The Short Side Of Commodities - How To Sell Commodities
For those who first dip their toes in the commodities markets, it is always easier to go long or buy than to initiate a position from the short side, betting that the price of a raw material will decline. For some reason, human nature makes buying first a more natural and comfortable motivation. However, one doubles the number of trading opportunities in the markets with a willingness to bet that prices also go lower.
The commodity markets is an excellent vehicle for traders that use highly leveraged futures contracts to make profits from just a relatively small move in price. Markets move higher, and they move lower. The beauty of futures markets is that there are profitable opportunities when markets appreciate and when they depreciate.
In fact, it is just as easy to bet that a commodity will drop in price as it is betting it will go up in price. When calling a broker to place an order to short a market, just them you want to sell (insert commodity, contract month, price, and all other specifications of the order) as an opening position. A short position will make money as the price of the commodity declines. To close a short position, instruct the broker to buy that same contract, closing and you’re out.
When trading futures online, hit the sell button to open a short position. When ready to exit the position, hit the buy button.
Selling a commodity that you don’t own may seem strange at first, but it will become second nature over time. Professional commodity traders typically do not have a bias toward buying or selling. They will sell if they feel a market will move lower and buy if they feel it will move higher. The procedures to buy and sell are both easy, so looking for opportunities in both directions doubles your chances of success.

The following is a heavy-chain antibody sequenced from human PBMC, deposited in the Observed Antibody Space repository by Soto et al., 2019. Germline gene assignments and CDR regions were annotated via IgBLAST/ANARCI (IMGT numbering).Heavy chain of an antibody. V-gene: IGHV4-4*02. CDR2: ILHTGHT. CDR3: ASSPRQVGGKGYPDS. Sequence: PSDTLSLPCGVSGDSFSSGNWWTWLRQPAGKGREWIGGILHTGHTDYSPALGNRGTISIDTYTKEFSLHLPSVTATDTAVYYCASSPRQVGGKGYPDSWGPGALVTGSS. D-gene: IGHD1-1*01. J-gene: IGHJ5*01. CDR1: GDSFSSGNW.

There Is More Than One Way To Go Short
For some reason, human nature makes it easier for traders and investors to go long or buying to initiate a trade. However, limiting yourself only to markets you think will appreciate takes away half of the opportunities available to traders and investors. When your analysis tells you that a market will go down or depreciate, it is appropriate to initial a trade or position by selling first, or going short a market.
Since commodities are highly volatile assets, professional trades often initiate trades or positions from the short side. In fact, because human nature drives most people to buy or go long, markets tend to take the stairs up and the elevator down. Many markets tend to appreciate in price slowly and methodically, but they tend to go down quickly and furiously.
Going short in the futures market is as risky as going long. With either position, you can make or lose on a dollar-for-dollar basis when the market moves in your direction or against you. The holder of a short position will make money when the price goes down and lose when it goes up. To limit risk, many market professionals will use limited risk instruments or put options to short markets.
The purchase of a put option gives the owner the right, but not the obligation to sell a specified amount of a commodity at a specified price (the strike price) for a specified period (until the expiration date). The buyer of a put option pays the seller a premium for the right to sell. Put options are less risky than outright short positions in futures markets for important reasons. There is no margin on a long put option as the buyer pays the premium at the beginning of the trade. Additionally, the buyer of the put option can never lose more than the premium paid for the option, which is why there is no margin requirement on any long option.
There are times when it is appropriate to be long or initiate positions with a buy, and there are times to be short and sell first. Commodities are volatile assets; they go up and down a lot.
When a trader or investor limits their activity to only buying, they can miss out on many profitable opportunities.